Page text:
Monday, April 13, 2009

VA-Gov: Dogfight Benefiting McDonnell

Here is a great article on the Democrat nomination battle by my good friend Jim Ellis.

"A new Research 2000 poll of 600 likely Virginia voters reveals that the pre-election set-up may result in a considerable advantage for Republican nominee Bob McDonnell. The survey, conducted over the April 6-8 period, reveals a tightly bunched group of Democratic candidates all with relatively poor favorability ratings, against an unopposed Republican who has the luxury of staying above the fray for the next several months.

Using an over-sampling of Democrats (400) to determine answers to questions involving the candidates of that particular party, former Alexandria Delegate Brian Moran, brother of US Rep. Jim Moran (D-VA-8), posts a small but significant lead. According to the sample, Moran would capture 24% of the vote; former Democratic National Committee Chairman Terry McAuliffe who just reported raising $4.2 million to date – far ahead of any other candidate -- is second with 19%; and state Senator Creigh Deeds, who lost the 2005 statewide Attorney General’s race to McDonnell by just 323 votes, records 16%.

The Democrats have a real fear that the lack of a consensus nominee will cause the eventual winner to enter the general election in a badly bloodied condition. The fact that the primary is early in the cycle -- scheduled for June 9th -- might ease the situation somewhat but, a hard-fought, nasty primary battle will undoubtedly cause the party significant problems.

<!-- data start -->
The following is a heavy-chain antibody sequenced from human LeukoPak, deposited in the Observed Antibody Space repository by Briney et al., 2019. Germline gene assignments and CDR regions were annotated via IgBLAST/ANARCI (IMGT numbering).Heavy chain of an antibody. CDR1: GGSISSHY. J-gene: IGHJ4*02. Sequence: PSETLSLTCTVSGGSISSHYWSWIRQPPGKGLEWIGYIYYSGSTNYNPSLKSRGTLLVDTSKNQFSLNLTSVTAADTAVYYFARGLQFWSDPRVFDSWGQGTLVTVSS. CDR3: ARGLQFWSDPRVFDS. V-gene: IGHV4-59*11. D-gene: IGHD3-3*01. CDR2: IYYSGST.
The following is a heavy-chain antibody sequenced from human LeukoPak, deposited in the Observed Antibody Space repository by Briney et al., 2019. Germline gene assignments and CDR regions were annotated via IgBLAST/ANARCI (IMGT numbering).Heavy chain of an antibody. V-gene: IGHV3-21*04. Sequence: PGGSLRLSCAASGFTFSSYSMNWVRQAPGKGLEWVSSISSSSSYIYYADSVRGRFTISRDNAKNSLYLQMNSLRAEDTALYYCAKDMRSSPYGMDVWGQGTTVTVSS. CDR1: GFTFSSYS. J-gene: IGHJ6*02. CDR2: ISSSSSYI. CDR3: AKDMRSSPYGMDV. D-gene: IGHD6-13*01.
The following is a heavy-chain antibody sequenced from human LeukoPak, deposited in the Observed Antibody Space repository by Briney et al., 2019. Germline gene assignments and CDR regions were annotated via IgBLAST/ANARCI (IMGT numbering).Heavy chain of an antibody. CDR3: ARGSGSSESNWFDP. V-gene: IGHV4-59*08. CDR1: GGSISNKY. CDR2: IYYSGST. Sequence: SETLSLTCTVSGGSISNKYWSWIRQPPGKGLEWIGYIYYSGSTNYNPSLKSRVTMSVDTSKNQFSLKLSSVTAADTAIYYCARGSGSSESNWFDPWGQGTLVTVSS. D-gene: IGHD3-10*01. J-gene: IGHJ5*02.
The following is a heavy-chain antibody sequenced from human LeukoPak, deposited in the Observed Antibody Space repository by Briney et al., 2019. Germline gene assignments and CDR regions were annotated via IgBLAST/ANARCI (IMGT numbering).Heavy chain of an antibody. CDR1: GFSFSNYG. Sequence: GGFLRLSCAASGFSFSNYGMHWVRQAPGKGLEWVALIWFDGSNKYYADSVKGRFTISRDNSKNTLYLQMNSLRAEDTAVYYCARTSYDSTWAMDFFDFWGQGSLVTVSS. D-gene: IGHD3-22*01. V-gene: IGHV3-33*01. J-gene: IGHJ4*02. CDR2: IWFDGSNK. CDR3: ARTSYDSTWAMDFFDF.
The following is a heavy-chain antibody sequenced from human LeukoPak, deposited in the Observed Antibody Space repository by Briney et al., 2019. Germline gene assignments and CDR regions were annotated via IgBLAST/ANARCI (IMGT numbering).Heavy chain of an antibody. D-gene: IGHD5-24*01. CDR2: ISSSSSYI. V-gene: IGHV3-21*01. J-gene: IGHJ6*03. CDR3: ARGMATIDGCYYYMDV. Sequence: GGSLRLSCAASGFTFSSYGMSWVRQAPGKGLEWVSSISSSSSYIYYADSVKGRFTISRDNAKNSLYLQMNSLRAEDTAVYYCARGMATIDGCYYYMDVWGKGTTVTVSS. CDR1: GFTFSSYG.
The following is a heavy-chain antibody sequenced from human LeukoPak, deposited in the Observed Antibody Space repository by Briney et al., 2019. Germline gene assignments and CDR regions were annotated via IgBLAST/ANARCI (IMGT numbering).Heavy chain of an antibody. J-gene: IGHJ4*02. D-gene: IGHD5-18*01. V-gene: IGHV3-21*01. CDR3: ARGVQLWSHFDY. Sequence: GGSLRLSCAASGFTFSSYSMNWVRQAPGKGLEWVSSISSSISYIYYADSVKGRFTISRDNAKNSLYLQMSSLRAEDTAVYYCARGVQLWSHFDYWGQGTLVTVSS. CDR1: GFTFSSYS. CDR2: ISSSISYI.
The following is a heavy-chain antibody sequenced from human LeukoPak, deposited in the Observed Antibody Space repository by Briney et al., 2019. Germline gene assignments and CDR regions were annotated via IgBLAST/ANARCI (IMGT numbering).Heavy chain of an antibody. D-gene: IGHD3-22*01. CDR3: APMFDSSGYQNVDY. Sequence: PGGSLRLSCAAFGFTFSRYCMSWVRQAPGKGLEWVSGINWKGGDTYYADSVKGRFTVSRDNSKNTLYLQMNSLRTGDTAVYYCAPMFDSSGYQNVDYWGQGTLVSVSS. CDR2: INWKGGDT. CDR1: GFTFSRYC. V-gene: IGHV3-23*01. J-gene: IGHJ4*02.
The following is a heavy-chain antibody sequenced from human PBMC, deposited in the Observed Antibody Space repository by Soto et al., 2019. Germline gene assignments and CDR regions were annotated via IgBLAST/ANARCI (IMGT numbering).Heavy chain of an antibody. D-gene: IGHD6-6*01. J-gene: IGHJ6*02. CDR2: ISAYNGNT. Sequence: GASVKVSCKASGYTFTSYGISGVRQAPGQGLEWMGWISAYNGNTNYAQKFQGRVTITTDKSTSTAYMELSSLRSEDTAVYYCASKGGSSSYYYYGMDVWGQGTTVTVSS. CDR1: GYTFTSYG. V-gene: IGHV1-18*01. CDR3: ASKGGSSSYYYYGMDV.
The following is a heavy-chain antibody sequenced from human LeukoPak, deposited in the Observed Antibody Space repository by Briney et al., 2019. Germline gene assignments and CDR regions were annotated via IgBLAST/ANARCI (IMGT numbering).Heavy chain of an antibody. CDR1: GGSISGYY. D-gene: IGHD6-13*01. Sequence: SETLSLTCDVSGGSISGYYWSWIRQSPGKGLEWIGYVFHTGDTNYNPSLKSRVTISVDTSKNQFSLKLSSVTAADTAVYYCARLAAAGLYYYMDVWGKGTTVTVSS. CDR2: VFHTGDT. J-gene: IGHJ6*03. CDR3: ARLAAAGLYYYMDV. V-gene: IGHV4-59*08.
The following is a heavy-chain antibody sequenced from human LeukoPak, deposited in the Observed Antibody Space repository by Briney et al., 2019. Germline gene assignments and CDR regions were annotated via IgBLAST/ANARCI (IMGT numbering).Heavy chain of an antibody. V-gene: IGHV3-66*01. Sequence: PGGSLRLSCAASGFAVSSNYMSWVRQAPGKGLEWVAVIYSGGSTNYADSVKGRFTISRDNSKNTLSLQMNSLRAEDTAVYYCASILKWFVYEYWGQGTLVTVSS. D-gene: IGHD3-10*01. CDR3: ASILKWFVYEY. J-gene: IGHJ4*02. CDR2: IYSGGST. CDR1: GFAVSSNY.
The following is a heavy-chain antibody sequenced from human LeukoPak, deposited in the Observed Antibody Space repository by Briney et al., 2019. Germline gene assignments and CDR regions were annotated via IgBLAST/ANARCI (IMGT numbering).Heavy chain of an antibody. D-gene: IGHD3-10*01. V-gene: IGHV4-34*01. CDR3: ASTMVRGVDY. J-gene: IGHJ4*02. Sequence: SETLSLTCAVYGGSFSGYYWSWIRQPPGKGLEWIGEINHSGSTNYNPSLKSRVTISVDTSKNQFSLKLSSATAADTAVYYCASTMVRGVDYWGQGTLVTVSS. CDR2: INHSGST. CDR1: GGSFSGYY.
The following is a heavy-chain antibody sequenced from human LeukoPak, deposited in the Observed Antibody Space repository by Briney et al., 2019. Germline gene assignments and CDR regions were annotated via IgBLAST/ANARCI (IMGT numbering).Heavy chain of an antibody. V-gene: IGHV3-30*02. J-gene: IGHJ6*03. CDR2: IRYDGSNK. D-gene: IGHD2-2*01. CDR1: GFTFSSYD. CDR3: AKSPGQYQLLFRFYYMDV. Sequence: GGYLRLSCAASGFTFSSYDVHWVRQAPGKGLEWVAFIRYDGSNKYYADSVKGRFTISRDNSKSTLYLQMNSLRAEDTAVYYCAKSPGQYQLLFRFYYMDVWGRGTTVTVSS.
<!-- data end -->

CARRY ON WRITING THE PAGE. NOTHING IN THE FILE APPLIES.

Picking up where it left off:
The three candidates’ current favorability ratings give credence to the argument that the eventual Democratic primary winner will own an upside down popularity score. According to the R-2000 poll, Moran is viewed favorably by 36% of those sampled versus 33% who have a negative image of him. McAuliffe is in even worse shape. He is already upside down with a 35:36% ratio. Even Deeds, who has tried to stay away from mixing it up with his other two opponents, only registers a 34:30% rating. By contrast, the same sample ranks Democratic President Barack Obama highly. Fifty-eight percent of the respondents have a favorable impression of Obama, as compared to 37% who rate him unfavorably. The fact that the trio of gubernatorial candidates have such anemic approval scores at this point in the campaign suggests impressions of them will become even more negative once the race intensifies.

By contrast, McDonnell scores a much better 48:31% favorability ratio. In the general election ballot test questions, the former Republican Attorney General leads all three Democratic contenders. The numbers are even more positive for McDonnell when discovering that the sample included 39% of people who consider themselves Democrats versus 32% who self-identify as Republicans. This is a bit lower than the at-large Old Dominion voting populace, meaning the numbers might be slightly better for McDonnell than the survey suggests.

Against Moran, McDonnell leads 37-36%. He opens up a seven point lead versus both McAuliffe, 40-33%, and his former general election foe Deeds, 38-31%.

While every pairing predicts a close race in a state that has trended Democratic since the turn of this century, the McDonnell camp has to be very pleased with these early results. Having a strong base upon which to build, and a set-up within the Democratic field that should play to their advantage, the Republicans have a legitimate shot at re-claiming the Virginia state house. The Commonwealth’s Governor, one of the stronger chief executive positions in the country, is also a pivotal post when overlaying the GOP 2011 national redistricting strategy."

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